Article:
Monday, August 12, 2013

A new 'Simply Basics 101' tutorial...

There was such an overwhelming response to my 5-day design tutorial last week that I thought I'd randomly share a few more hints over coming weeks that may help you with your sewing, especially if you're fairly new to stitching and quilting.

Two years ago I did a binding tutorial HERE which I titled 'Simply Basics 101', so I'll give all these little tutorials that same name, ok?

Today, let me share about
..neat machine quilting finishes..

This weekend I have been sewing another table runner, which will be inside the next issue of my magazine, Elefantz HOME e-zine, on September 6th.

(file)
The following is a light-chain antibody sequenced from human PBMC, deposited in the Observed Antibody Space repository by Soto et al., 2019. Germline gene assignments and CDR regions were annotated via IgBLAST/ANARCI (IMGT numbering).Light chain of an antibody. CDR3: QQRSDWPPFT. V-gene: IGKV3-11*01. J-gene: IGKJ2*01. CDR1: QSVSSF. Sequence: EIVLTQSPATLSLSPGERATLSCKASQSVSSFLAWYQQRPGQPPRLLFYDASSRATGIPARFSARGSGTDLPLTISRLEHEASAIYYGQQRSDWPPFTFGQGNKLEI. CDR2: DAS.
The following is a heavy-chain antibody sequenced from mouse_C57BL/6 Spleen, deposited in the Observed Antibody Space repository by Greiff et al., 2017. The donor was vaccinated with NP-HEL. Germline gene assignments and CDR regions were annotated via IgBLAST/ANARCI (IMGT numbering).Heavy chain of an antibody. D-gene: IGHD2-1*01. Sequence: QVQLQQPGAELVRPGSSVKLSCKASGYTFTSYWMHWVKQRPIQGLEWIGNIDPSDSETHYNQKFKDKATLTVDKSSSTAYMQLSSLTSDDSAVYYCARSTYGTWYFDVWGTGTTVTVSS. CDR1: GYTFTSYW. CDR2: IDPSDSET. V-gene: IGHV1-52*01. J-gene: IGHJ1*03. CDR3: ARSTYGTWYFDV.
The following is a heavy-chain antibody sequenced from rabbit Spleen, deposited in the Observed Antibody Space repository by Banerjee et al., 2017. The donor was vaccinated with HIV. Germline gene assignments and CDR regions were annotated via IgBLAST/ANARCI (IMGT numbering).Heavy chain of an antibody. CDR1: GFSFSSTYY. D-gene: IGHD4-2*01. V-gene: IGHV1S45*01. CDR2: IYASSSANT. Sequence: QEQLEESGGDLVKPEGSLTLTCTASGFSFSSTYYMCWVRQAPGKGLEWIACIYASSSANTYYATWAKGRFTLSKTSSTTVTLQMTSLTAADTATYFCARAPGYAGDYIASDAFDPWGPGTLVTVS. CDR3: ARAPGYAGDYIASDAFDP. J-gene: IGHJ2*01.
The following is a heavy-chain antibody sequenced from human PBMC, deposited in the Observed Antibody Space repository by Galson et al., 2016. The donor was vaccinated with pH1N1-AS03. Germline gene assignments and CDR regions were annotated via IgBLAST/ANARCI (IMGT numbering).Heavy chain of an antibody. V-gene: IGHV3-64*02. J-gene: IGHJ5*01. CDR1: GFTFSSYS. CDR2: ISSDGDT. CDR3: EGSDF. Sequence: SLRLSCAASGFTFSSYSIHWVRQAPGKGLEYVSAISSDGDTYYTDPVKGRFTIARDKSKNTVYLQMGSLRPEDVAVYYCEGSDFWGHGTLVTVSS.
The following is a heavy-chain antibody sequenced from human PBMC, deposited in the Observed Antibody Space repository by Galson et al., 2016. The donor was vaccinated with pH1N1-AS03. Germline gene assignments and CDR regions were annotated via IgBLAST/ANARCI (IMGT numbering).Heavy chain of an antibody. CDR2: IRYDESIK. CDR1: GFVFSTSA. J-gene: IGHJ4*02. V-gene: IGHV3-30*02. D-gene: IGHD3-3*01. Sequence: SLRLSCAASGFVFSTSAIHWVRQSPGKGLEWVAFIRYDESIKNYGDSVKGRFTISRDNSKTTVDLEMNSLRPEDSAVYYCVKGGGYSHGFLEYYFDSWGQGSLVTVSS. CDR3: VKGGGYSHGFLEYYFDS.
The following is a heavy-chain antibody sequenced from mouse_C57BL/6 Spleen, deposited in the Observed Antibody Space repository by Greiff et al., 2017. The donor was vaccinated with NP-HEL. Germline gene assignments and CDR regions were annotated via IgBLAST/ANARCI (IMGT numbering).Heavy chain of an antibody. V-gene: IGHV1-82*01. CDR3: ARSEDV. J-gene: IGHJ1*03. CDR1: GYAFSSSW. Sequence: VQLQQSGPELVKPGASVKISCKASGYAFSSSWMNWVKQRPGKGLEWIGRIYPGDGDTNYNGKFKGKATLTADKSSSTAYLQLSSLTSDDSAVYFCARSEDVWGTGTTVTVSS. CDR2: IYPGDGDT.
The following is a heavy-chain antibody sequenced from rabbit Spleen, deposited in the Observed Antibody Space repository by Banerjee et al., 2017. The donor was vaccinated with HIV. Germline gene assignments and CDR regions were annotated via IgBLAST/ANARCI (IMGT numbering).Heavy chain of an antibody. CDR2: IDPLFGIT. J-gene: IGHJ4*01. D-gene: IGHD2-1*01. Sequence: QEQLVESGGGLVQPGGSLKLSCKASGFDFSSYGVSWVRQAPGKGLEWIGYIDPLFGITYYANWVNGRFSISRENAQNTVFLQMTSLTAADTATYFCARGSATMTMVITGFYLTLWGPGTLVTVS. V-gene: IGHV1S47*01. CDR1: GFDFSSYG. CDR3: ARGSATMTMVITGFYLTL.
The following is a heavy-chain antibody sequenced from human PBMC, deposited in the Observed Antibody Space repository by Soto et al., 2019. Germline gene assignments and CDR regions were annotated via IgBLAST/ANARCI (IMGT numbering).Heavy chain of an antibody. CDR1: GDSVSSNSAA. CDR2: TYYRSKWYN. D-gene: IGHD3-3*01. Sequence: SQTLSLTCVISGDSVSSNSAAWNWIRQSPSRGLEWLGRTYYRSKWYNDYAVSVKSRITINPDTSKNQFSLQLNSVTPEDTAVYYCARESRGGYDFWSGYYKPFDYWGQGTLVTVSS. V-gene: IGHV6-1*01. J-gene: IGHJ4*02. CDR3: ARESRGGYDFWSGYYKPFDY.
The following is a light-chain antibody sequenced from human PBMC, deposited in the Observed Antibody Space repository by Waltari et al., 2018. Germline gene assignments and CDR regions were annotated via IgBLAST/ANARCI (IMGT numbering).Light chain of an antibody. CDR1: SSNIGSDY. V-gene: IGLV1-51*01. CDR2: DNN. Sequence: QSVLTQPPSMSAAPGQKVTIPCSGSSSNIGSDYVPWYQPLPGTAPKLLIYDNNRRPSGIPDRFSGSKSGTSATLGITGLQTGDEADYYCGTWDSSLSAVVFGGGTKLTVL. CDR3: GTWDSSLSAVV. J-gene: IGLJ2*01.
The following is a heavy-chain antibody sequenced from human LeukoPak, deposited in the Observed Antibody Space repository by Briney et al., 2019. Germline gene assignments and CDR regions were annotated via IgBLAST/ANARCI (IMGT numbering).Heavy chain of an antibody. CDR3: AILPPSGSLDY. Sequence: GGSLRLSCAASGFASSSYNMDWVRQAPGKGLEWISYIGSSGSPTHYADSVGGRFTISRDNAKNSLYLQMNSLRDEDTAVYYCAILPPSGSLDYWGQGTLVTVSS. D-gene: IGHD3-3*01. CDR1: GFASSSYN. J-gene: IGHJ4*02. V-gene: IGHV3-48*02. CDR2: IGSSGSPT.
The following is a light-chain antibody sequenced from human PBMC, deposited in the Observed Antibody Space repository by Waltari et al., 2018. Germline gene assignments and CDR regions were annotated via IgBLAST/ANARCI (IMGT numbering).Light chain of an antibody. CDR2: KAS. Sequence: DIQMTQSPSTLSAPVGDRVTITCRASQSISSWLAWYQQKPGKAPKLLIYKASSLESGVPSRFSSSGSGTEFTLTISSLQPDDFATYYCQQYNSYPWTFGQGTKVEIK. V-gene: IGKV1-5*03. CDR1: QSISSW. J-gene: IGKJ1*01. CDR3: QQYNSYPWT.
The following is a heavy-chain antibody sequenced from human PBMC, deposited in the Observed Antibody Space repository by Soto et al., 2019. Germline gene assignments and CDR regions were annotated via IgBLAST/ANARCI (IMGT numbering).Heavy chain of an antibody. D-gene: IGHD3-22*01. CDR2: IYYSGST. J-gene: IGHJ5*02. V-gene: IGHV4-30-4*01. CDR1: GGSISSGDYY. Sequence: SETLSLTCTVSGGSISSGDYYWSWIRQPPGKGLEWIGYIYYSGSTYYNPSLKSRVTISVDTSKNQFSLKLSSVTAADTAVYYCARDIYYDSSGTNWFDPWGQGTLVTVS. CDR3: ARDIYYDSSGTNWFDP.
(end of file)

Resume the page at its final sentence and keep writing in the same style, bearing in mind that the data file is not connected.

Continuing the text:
When all my piecing was done,  and the runner was sandwiched with wadding and backing, it was time for the machine quilting. Now, I'm a pretty basic machine quilter. No lovely stippling for me - one day when I have time spare to learn perhaps.
But I really do enjoy outline quilting, which is sometimes called echo quilting. It means I quilt a little way  outside of the ditch.
This design has a few 'Road to California' blocks across the length of the runner, and you can see by the photo of the block below what the outline quilting looks like, though at this stage I still had a bit more to do around the border of the block and inside the centre square...
Today I thought you may like to know how to have lovely neat finishes to your machine quilting, on both the front and the back of your quilted project. These are the sort of things I wish I'd known as a newbie back in 2005.

Always begin with a nice long length of thread from your bobbin, and your top thread, before you begin stitching. You'll need this later.